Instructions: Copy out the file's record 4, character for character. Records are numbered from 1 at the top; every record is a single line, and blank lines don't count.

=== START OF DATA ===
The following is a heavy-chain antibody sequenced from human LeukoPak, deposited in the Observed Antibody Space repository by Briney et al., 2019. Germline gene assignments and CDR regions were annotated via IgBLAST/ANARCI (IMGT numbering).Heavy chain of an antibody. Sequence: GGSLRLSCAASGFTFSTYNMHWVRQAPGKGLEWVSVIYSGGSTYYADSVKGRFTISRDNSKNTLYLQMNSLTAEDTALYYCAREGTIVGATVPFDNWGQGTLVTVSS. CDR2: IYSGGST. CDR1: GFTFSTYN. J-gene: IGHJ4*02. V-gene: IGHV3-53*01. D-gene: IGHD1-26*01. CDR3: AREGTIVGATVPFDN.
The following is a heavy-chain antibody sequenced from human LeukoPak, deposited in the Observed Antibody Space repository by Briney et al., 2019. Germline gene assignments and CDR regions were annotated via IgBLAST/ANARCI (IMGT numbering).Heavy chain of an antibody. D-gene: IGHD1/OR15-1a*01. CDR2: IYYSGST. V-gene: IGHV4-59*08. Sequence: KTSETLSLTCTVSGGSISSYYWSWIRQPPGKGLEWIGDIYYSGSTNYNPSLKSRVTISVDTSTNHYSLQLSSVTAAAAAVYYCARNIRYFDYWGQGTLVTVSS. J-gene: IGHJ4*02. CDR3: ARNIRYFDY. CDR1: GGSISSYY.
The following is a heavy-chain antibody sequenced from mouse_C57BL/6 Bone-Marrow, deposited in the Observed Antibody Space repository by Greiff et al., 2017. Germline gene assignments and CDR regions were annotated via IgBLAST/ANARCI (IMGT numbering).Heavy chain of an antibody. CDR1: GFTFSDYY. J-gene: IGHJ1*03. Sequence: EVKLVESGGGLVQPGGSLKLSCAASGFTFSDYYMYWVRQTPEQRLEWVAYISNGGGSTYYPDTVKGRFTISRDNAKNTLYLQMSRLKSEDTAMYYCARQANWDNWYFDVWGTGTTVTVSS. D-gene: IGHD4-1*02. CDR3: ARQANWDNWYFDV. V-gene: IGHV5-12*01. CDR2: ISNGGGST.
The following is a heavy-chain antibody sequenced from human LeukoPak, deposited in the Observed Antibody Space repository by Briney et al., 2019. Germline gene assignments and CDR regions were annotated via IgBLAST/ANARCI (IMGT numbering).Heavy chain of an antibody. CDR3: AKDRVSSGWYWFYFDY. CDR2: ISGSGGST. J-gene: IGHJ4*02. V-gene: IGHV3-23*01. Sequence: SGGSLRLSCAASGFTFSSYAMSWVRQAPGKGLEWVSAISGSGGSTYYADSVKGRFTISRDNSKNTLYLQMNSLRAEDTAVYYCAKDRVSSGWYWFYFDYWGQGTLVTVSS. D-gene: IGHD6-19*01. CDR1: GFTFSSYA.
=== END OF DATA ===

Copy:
The following is a heavy-chain antibody sequenced from human LeukoPak, deposited in the Observed Antibody Space repository by Briney et al., 2019. Germline gene assignments and CDR regions were annotated via IgBLAST/ANARCI (IMGT numbering).Heavy chain of an antibody. CDR3: AKDRVSSGWYWFYFDY. CDR2: ISGSGGST. J-gene: IGHJ4*02. V-gene: IGHV3-23*01. Sequence: SGGSLRLSCAASGFTFSSYAMSWVRQAPGKGLEWVSAISGSGGSTYYADSVKGRFTISRDNSKNTLYLQMNSLRAEDTAVYYCAKDRVSSGWYWFYFDYWGQGTLVTVSS. D-gene: IGHD6-19*01. CDR1: GFTFSSYA.